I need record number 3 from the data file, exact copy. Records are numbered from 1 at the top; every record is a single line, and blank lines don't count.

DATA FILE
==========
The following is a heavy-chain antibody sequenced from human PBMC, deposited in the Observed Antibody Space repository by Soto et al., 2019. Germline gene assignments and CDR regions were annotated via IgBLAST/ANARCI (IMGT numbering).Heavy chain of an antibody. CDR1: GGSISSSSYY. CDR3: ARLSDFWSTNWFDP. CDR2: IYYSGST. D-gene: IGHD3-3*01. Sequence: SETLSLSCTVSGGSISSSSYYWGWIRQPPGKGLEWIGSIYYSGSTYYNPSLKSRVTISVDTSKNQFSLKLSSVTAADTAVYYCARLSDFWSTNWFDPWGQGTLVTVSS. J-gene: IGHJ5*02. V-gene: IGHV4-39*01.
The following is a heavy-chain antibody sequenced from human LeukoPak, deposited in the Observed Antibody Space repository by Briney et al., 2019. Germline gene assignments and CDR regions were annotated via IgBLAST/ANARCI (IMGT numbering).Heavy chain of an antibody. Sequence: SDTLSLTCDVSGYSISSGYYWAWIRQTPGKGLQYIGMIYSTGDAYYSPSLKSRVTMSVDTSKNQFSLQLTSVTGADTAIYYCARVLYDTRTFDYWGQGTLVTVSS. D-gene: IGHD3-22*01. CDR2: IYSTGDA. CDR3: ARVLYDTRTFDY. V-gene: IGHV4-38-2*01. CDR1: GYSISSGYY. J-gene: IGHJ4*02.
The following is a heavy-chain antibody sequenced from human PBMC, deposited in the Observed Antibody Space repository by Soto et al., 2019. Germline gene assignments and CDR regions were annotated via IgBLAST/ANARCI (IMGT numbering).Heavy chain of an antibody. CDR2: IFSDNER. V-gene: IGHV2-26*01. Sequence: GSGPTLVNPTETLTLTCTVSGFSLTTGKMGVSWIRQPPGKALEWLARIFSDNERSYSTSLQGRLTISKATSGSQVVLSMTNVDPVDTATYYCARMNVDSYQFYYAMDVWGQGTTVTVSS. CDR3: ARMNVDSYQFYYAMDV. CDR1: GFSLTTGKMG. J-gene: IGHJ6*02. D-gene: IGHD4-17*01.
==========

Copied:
The following is a heavy-chain antibody sequenced from human PBMC, deposited in the Observed Antibody Space repository by Soto et al., 2019. Germline gene assignments and CDR regions were annotated via IgBLAST/ANARCI (IMGT numbering).Heavy chain of an antibody. CDR2: IFSDNER. V-gene: IGHV2-26*01. Sequence: GSGPTLVNPTETLTLTCTVSGFSLTTGKMGVSWIRQPPGKALEWLARIFSDNERSYSTSLQGRLTISKATSGSQVVLSMTNVDPVDTATYYCARMNVDSYQFYYAMDVWGQGTTVTVSS. CDR3: ARMNVDSYQFYYAMDV. CDR1: GFSLTTGKMG. J-gene: IGHJ6*02. D-gene: IGHD4-17*01.